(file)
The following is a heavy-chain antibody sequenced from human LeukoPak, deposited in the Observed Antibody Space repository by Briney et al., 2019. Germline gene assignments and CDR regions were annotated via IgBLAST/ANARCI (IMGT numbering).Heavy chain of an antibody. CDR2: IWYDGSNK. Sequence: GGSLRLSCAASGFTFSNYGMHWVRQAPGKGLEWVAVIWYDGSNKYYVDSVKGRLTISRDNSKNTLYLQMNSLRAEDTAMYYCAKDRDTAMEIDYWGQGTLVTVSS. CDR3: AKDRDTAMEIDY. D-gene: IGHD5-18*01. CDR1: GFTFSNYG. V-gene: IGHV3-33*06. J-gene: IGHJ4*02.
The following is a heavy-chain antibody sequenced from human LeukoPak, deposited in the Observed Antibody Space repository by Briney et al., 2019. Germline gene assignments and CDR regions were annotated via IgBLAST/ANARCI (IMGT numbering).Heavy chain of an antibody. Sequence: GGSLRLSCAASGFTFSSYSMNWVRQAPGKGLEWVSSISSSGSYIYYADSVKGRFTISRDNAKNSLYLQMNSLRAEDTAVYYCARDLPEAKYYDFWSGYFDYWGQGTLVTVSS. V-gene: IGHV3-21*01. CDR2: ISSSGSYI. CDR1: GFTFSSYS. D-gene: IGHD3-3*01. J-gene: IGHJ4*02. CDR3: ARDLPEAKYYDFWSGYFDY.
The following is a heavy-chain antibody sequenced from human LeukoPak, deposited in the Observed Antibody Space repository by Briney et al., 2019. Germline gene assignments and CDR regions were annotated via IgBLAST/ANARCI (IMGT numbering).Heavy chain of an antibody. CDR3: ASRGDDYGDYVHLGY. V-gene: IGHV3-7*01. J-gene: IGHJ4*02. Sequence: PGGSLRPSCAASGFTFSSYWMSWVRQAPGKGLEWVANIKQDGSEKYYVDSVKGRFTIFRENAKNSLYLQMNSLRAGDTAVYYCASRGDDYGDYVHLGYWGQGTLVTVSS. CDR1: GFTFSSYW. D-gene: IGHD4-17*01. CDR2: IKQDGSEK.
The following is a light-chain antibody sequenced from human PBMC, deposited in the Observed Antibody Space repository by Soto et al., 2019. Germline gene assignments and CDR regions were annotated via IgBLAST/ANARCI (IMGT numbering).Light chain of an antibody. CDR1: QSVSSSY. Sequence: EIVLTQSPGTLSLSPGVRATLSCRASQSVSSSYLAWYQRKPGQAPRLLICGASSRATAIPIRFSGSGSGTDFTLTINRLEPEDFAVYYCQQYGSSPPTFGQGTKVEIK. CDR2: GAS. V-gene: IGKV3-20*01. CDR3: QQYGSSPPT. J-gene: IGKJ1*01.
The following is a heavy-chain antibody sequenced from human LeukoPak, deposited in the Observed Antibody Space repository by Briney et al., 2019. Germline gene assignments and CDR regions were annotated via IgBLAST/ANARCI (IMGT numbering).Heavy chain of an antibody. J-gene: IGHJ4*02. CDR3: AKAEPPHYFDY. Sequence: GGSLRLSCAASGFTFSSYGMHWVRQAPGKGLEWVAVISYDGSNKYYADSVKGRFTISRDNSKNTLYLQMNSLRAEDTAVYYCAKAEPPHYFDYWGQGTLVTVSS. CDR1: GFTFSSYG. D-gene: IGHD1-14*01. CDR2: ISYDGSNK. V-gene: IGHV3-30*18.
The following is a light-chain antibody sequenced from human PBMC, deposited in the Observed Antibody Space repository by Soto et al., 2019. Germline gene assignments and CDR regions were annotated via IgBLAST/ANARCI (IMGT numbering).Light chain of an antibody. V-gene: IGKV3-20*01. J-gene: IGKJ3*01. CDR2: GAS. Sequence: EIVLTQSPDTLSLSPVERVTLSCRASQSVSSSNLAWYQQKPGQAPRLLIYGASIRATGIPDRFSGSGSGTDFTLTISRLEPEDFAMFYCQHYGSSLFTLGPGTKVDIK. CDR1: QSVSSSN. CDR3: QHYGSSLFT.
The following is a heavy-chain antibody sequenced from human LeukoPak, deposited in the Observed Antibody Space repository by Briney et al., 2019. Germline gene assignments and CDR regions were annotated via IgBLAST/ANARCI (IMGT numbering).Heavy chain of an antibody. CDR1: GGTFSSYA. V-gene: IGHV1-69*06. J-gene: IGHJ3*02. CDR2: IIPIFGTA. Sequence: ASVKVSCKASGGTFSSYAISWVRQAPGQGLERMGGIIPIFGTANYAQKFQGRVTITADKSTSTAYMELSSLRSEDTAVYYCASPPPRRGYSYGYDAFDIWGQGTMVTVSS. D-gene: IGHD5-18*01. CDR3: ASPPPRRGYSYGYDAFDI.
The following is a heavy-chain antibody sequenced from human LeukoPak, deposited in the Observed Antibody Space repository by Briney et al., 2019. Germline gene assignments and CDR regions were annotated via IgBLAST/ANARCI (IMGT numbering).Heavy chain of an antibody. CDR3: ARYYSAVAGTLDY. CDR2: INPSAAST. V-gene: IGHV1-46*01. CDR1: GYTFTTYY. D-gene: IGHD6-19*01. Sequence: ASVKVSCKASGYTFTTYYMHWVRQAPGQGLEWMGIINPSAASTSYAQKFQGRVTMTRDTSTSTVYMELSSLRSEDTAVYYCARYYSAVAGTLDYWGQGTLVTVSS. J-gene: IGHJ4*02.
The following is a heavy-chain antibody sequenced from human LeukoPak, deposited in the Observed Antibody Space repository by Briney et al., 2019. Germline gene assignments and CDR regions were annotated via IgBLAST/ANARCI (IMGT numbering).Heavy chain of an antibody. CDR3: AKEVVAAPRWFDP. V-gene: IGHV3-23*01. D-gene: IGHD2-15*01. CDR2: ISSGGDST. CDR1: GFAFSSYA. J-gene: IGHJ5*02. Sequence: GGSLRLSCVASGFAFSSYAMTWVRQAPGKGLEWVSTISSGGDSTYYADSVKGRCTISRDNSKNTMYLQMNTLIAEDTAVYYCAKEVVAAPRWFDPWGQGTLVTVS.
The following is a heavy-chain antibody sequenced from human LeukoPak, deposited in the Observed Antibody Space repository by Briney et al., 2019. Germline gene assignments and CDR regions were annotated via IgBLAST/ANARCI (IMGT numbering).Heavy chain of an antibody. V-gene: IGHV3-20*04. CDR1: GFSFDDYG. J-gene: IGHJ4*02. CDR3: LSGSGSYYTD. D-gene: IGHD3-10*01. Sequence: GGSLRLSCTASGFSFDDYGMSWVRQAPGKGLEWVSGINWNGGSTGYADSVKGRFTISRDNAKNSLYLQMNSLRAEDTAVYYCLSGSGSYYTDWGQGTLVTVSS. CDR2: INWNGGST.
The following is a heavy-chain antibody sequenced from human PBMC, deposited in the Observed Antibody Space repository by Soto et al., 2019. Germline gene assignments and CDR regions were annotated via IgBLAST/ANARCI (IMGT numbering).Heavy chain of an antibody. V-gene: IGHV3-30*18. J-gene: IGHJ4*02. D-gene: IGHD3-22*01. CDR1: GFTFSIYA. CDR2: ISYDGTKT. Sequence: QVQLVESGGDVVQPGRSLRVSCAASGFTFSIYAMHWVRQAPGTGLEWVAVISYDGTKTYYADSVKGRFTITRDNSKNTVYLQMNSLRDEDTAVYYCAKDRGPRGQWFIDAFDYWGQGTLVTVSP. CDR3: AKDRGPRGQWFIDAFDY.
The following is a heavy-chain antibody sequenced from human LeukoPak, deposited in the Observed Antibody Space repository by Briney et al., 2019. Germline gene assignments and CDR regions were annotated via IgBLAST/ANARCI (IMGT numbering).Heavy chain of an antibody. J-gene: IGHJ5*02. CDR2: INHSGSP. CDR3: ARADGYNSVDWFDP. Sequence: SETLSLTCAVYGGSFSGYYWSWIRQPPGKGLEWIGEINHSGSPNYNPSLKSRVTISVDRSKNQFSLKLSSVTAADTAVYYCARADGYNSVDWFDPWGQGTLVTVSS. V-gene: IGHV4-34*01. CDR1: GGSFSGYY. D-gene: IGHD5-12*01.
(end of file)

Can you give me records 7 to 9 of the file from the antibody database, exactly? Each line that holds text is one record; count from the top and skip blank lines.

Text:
The following is a heavy-chain antibody sequenced from human LeukoPak, deposited in the Observed Antibody Space repository by Briney et al., 2019. Germline gene assignments and CDR regions were annotated via IgBLAST/ANARCI (IMGT numbering).Heavy chain of an antibody. CDR1: GGTFSSYA. V-gene: IGHV1-69*06. J-gene: IGHJ3*02. CDR2: IIPIFGTA. Sequence: ASVKVSCKASGGTFSSYAISWVRQAPGQGLERMGGIIPIFGTANYAQKFQGRVTITADKSTSTAYMELSSLRSEDTAVYYCASPPPRRGYSYGYDAFDIWGQGTMVTVSS. D-gene: IGHD5-18*01. CDR3: ASPPPRRGYSYGYDAFDI.
The following is a heavy-chain antibody sequenced from human LeukoPak, deposited in the Observed Antibody Space repository by Briney et al., 2019. Germline gene assignments and CDR regions were annotated via IgBLAST/ANARCI (IMGT numbering).Heavy chain of an antibody. CDR3: ARYYSAVAGTLDY. CDR2: INPSAAST. V-gene: IGHV1-46*01. CDR1: GYTFTTYY. D-gene: IGHD6-19*01. Sequence: ASVKVSCKASGYTFTTYYMHWVRQAPGQGLEWMGIINPSAASTSYAQKFQGRVTMTRDTSTSTVYMELSSLRSEDTAVYYCARYYSAVAGTLDYWGQGTLVTVSS. J-gene: IGHJ4*02.
The following is a heavy-chain antibody sequenced from human LeukoPak, deposited in the Observed Antibody Space repository by Briney et al., 2019. Germline gene assignments and CDR regions were annotated via IgBLAST/ANARCI (IMGT numbering).Heavy chain of an antibody. CDR3: AKEVVAAPRWFDP. V-gene: IGHV3-23*01. D-gene: IGHD2-15*01. CDR2: ISSGGDST. CDR1: GFAFSSYA. J-gene: IGHJ5*02. Sequence: GGSLRLSCVASGFAFSSYAMTWVRQAPGKGLEWVSTISSGGDSTYYADSVKGRCTISRDNSKNTMYLQMNTLIAEDTAVYYCAKEVVAAPRWFDPWGQGTLVTVS.